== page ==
BETHUNE: Tautuku. Pick him up, rather than him having to row back. So anyhow, this particular day, they came back to the peninsula and he wasn’t there. And they thought "He must’ve rowed home" sort of thing. Well, bloody as it turned out was, he was fishing away there and this big bugger come up and lay alongside the boat which was longer than his dinghy sort of thing. So he rowed home that day, and he was back on the beach when the commercial boats arrived in. The next bloody, he went back out the following week or whenever, the same thing happened! So he went to home the second time, and the shark came up and he bit the oar in half. So when they arrived, to pick him up and tow him home, he was lying on the back of the boat, bloody out of sight, petrified. 

CRAWFORD: Any reason why that White Pointer would have bitten the oar in half? 

BETHUNE: Well, I don’t know. He may have given him ... had a poke at him with the oar. Wouldn’t know. 

CRAWFORD: When he was fishing, would he have been handlining? 


CRAWFORD: For Blue Cod? 

BETHUNE: No, Groper. 

CRAWFORD: When you said that the man in the rowboat who was towed ... you said that he was laying in the bottom of the boat. What was the purpose for him laying in the bottom of the boat? 

BETHUNE: So the bloody fish couldn’t see him. 

CRAWFORD: Was there any indication ...

BETHUNE: He must have been circling the boat. 

CRAWFORD: Yeah. Some indication that maybe the animal was looking in the boat? 

BETHUNE: Oh probably, yeah. 

CRAWFORD: Well, some White Pointers are known to do stuff - they call 'spy-hopping'. 

BETHUNE: I know. [laughs]
CRAWFORD: Was this before your time? 

BETHUNE: Yeah. Heard it from Dad. 

CRAWFORD: So maybe in the 1930’s as well? 

BETHUNE: It would be. There were two commercial boats still down there fishing Tautuku, but it was an ex-bloody whaling station. 

CRAWFORD: When would that whaling station have closed down? 

BETHUNE: Round about the same time, I would say. 

CRAWFORD: In the 30’s? 


CRAWFORD: Do you remember the old-timers talking about the White Pointers and the whaling station? 


CRAWFORD: What do you remember them saying? 

BETHUNE: Well, as soon as they harpooned a whale, the White Pointers turned up virtually. You know, when they were towing them back to be processed. 

CRAWFORD: And the sharks would be following? Or trying to take a bite? 

BETHUNE: Oh, biting

CRAWFORD: As soon as the whale carcass was hauled up next to the vessel, the White Pointers were around - taking bites?


CRAWFORD: Were there any occasions when the White Pointers were either taking a run at smaller boats that might have been associated with the whaling operations?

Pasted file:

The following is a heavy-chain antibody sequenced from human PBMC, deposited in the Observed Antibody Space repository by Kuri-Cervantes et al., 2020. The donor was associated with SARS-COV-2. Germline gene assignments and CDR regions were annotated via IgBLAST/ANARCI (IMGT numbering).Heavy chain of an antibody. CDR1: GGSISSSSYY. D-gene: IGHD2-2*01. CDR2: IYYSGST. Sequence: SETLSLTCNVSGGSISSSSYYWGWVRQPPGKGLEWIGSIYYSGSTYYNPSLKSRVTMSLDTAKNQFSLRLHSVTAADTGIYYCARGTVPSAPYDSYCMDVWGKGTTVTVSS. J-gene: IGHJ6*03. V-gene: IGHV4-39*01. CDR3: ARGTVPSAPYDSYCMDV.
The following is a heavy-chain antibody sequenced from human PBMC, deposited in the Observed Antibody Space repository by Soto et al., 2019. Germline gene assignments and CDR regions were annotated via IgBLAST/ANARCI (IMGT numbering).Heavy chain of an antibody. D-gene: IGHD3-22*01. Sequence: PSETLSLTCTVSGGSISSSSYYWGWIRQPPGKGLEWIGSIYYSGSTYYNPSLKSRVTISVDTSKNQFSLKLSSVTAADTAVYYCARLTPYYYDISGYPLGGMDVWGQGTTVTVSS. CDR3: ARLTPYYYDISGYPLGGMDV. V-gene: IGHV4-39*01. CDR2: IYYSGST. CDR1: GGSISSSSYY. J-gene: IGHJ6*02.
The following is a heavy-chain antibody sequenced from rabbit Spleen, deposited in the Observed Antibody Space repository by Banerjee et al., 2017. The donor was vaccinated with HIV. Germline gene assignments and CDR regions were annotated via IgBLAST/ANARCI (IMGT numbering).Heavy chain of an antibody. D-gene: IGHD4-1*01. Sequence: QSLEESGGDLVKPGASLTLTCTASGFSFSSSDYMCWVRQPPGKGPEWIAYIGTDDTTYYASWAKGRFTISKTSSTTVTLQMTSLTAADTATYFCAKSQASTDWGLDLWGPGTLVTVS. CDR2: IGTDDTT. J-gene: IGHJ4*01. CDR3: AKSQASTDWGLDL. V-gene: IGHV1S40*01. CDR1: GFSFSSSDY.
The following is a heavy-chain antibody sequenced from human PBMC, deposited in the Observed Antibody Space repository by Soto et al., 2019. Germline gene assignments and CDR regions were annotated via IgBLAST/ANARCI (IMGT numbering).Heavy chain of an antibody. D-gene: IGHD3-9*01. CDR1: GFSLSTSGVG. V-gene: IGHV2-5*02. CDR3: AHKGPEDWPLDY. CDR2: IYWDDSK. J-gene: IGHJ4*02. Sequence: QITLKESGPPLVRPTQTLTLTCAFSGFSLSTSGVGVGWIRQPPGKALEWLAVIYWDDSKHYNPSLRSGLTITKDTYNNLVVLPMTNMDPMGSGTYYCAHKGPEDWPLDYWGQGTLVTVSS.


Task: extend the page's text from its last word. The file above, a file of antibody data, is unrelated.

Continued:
BETHUNE: Not that I can recall. But I’ll be surprised if it didn’t happen. 

CRAWFORD: At the whaling station, once they hauled the whale out ... I’m presuming that they hauled it to shore, winch it up, and then start flensing and all the rest of it? Is it the case that there were White Pointers that would hang around ...

BETHUNE: Oh, for sure. I’d really count on it. The last whaling station was Tory Channel in NZ here and I've heard accounts of them being round the slipway here. 

CRAWFORD: What was the exact location of the whaling station down here? 

BETHUNE: Tautuku Peninsula - on the north side. Tautuku Headlands, river comes down, boat harbour is right there. 

CRAWFORD: To your knowledge, have there been any White Pointer attacks on humans - along this stretch of coastline, the Catlins?

BETHUNE: Oh well, about the mid 60’s. I touched on it the day before, when you were talking to what’s-his-name. There was a shark attack, a woman was taken by a shark at Long Point between that time and the '70’s. 

CRAWFORD: Late 1960’s, there was a woman attacked at Long Point? 

BETHUNE: Yeah. She got washed off the rocks with a big wave, down into the Kelp - her husband was there. She got out into the Kelp, and a shark come in and took her. And that was round about the same time as Paul [Richardson] - that he’d seen the White Pointer on the south side of Long Point. 

CRAWFORD: Roughly when was this? 

BETHUNE: I'd say '68-'69. 

CRAWFORD: Ok. In terms of that women being swept into the Kelp bed by the wave - did people see a shark attack her? 

BETHUNE: Yeah, her husband saw it.

CRAWFORD: And was the body recovered? 


CRAWFORD: Was there anything else you recall about the nature of this attack? Was there a breach, was there circling?

BETHUNE: No, no. There was a big write up in the local papers of course. But no, I can’t recall that much of it. 

CRAWFORD: Ok. If there was no body recovered, and there was an eye witness, it's sometimes not possible with a great deal of certainty to know what kind of shark ...

BETHUNE: Oh, for sure. But it was all the same time that big fish was being seen in that area. 

Copyright © 2017 Barry Bethune and Steve Crawford